BP is one of the world's seven oil and gas supermajors – and while it has almost 20 million barrels of oil in its reserves and 63,000 square kilometres of new exploration access, the world is still demanding more energy. But things are a little bit different to when explorer George Reynolds first started drilling for oil in the early 1900s, people are demanding energy that is cleaner and better, and BP is looking to the future as it aims to make bold changes in how it mobilises the motorist.
John Salkeld (pictured below), Technology Director of BP’s Advanced Mobility Unit (AMU), says that there is a seismic shift in the way people and goods travel around the world and that it is coming from three big drivers: technology (electric vehicles, batteries and big data processing); consumers (who are rapidly changing their views and embracing shared mobility, on-demand services and touch-screen convenience); and cities (which are trying to keep people moving while dealing with congestion and pollution).
All of these factors are driving a different future, and the crux of it is electric vehicles play an incredibly important role in all of this. As car manufacturers offer the public more choice and the charging infrastructure improves, people will start to make the shift to zero emissions motoring, and that ultimately means less demand for oil. There are currently only five million EVs in the world but going by current trends, BP themselves believe that by 2040 that figure could be as high as 350 million. Being able to charge a car as fast as you can fill up with petrol and diesel however, will be critical to mass adoption says Salkeld.
When we think of ultra-fast charging today its being able to achieve 100 miles of range in 10 minutes, which equates to a charging rate of 150kW – and to that end BP launched their first ultra-fast charging station in Germany (which incidentally can be upgraded to 320kW). Last year they acquired Chargemaster, the UK’s biggest electric car charger network, and by the end of the year, 100 Ultracharge 150kW chargers are due to be installed at 50 BP forecourts, and 400 of the units will be at petrol stations by the end of 2021. And that’s good news, given BP’s findings from a study that it did with National Grid in the UK, in which just 50 ultra-fast charging stations located at strategic places in the UK would mean that 95 per cent of the population would be within a short drive of a charging station.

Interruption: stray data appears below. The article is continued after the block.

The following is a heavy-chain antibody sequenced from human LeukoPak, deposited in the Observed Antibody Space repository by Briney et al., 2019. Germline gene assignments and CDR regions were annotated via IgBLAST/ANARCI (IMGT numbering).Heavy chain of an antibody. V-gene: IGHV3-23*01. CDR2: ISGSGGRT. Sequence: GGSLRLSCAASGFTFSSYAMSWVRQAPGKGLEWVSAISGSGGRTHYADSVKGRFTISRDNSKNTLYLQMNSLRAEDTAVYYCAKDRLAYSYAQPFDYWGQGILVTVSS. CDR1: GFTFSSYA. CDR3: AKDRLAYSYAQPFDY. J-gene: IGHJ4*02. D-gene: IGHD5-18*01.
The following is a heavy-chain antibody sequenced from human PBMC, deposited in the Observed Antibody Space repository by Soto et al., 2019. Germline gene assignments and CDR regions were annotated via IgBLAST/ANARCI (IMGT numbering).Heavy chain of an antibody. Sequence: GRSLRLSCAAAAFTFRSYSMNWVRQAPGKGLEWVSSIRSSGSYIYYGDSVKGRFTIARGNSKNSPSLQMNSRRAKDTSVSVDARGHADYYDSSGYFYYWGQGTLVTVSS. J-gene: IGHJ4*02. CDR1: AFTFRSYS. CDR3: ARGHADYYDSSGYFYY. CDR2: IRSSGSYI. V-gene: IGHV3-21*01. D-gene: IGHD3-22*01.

But by BP’s own admission it will take a lot of hard work to make ultra-fast charging a reality, firstly in terms of helping consumers to understand what it’s all about but also the impact on infrastructure. If there’s no way for consumers to charge at home they’ll need to find a charging point elsewhere that’s convenient and for those travelling long distances for work or to visit family and friends destination charging will be key, likewise for commercial drivers, for whom every hour the car is spent charging, is losing them money.
“We will need to strengthen the grid to allow any form of mass charging at home or on a forecourt, but we also need the cars themselves. The fastest charging production car at the moment is a Model 3 which can be charged at 200kW, next year we’ll see the Porsche Taycan with 350kW capability [adding more than 60 miles of range in four minutes] but these are still premium vehicles and we won’t rest until that capability is available for the mass market of consumer vehicles,” reveals Salkeld.
Last month it held a conference with CharIN (an association whose aim is to develop and establish Combined Charging System DC fast and ultra-fast charging), where they brought together 200 people from around the world involving all of the industry’s key players including their competitors, government decision makers and city authorities.
One of the linchpins to achieving ultra-fast charging is battery technology, and when BP took that view, they reached out to the industry and Store Dot appeared as leaders in this field. So, 18 months ago they invested 20 million dollars to help with the production of these batteries, but it goes beyond the financial investment. They’re very keen to bring the technology forward to market and that’s why they’ve worked very hard with the StoreDot team to put together this demonstration at the EcoMotion event in Tel Aviv, Israel, that saw the tech company take an off-the-shelf Muvi electric scooter from Spanish firm Torrot and replace the cells with its FlashBattery technology in a 7kg battery pack.
StoreDot was founded in 2012 out of Tel Aviv University with the idea that they could take new materials such as metalloids together with organic compounds in order to change the world of energy storage and optimise those materials for ultra-fast charging. Thus far the cell manufacturer has raised a total of £130 million from some of the industry’s biggest players including Samsung, BP, Daimler and TDK Corporation, so they have home electronics side of the market covered, and then in terms of automotive, the infrastructure for the vehicle, the vehicle itself and the manufacturing capabilities. The 115 strong team (including 35 PHDs) are based at its state-of-art laboratory in Herzliya, includes 30 PHDs and more than 50 engineers in the multidisciplinary field of organic chemistry, material science, physics and electrochemistry.